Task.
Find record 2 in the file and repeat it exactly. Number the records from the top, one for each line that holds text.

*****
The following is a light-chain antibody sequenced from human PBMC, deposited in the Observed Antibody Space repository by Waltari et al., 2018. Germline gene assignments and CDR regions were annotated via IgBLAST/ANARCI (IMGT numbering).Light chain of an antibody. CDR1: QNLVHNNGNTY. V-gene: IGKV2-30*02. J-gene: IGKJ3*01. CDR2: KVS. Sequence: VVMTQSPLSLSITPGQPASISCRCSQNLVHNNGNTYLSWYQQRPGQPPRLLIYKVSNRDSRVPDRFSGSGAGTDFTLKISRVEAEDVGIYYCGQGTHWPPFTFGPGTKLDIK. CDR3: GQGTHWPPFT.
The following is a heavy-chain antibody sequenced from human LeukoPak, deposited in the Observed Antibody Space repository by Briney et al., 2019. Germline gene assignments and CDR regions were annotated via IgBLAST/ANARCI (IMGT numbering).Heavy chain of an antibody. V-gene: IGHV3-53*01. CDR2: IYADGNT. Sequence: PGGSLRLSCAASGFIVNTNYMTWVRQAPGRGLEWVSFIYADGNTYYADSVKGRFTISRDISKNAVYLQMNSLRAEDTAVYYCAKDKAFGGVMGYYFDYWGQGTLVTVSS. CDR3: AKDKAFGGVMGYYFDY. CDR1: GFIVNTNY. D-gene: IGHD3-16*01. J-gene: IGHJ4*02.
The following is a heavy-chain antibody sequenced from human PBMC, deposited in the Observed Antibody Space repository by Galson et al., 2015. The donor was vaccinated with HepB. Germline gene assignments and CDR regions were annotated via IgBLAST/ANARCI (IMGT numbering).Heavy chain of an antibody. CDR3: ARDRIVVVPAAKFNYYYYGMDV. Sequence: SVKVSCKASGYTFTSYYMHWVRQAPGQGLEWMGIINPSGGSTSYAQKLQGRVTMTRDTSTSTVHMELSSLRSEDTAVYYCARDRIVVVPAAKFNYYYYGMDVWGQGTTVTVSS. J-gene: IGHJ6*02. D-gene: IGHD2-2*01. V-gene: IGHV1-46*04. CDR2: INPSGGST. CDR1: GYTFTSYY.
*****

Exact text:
The following is a heavy-chain antibody sequenced from human LeukoPak, deposited in the Observed Antibody Space repository by Briney et al., 2019. Germline gene assignments and CDR regions were annotated via IgBLAST/ANARCI (IMGT numbering).Heavy chain of an antibody. V-gene: IGHV3-53*01. CDR2: IYADGNT. Sequence: PGGSLRLSCAASGFIVNTNYMTWVRQAPGRGLEWVSFIYADGNTYYADSVKGRFTISRDISKNAVYLQMNSLRAEDTAVYYCAKDKAFGGVMGYYFDYWGQGTLVTVSS. CDR3: AKDKAFGGVMGYYFDY. CDR1: GFIVNTNY. D-gene: IGHD3-16*01. J-gene: IGHJ4*02.